2) The authors use a “Silica Confidence Interval” (SCI) method to exclude samples of questionable composition from further analysis. This method seems to identify the above mentioned whole rock analyses of quartzites as unlikely of garnets and analyses of minerals that are not garnets but pyroxenes or spinel group minerals from the EarthChem database. However, it also seems to eliminate analyses, e.g. of henritermierites (Project ID 60-61), titanian andradites, schorlomites, kimzeyites, katoite-rich (hydro)grossulars of high quality! Thus, the SCI method is not very useful if the mineral species is not considered. Partial analysis of inclusions and garnet, a concern of the authors, will often not be identified correctly by this method.
A much better method to evaluate the quality of garnet analyses would be to calculate the endmember species from the chemical analysis using the approach of Locock (2008) and Grew et al. (2013) and calculate a “Quality Index” as suggested by Locock (2008). See Hawthorne (2021, Can. Mineral. 59, 169ff).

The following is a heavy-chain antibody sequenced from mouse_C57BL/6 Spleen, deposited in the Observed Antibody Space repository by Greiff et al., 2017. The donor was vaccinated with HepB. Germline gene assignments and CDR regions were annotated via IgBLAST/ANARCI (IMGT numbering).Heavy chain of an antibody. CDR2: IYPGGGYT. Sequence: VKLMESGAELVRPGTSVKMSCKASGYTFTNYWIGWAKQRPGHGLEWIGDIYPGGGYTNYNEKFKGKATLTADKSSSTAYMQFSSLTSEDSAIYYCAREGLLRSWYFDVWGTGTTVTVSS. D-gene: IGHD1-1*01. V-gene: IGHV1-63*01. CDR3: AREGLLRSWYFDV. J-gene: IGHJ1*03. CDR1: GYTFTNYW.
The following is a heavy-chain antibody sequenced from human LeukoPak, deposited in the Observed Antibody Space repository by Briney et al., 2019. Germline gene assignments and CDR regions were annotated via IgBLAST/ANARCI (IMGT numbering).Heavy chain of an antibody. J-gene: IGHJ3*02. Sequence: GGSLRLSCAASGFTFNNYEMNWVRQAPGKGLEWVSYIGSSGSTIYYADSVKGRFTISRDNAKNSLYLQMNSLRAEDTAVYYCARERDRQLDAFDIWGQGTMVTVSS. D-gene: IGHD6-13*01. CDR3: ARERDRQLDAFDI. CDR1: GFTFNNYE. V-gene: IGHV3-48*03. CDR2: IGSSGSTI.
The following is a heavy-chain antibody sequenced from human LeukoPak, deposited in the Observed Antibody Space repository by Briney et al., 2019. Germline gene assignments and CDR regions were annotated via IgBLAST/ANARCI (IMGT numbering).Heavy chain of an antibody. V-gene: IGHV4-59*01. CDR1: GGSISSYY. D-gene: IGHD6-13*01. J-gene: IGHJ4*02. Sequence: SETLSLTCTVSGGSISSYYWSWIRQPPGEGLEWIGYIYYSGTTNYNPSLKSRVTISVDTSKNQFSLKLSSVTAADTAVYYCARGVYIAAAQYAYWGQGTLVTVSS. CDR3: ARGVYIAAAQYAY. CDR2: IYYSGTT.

3) The discussion and interpretation of the data set is focused mainly on frequency plots of major (and some minor) elements and on the binary correlations of elements for various “material types” (igneous, metamorphic, detrital and unknown), in my view, the least reliable categorization of garnets (see below).
The dataset is heavily biased by garnets from the mantle (mostly brought to the surface by volcanic rocks) and by a study of garnets in a single amphibolite from the crust. The authors do not eliminate these overrepresented data in their data evaluation or weight them accordingly. Thus, any meaningful evaluation of the data must consider or correct for the bias.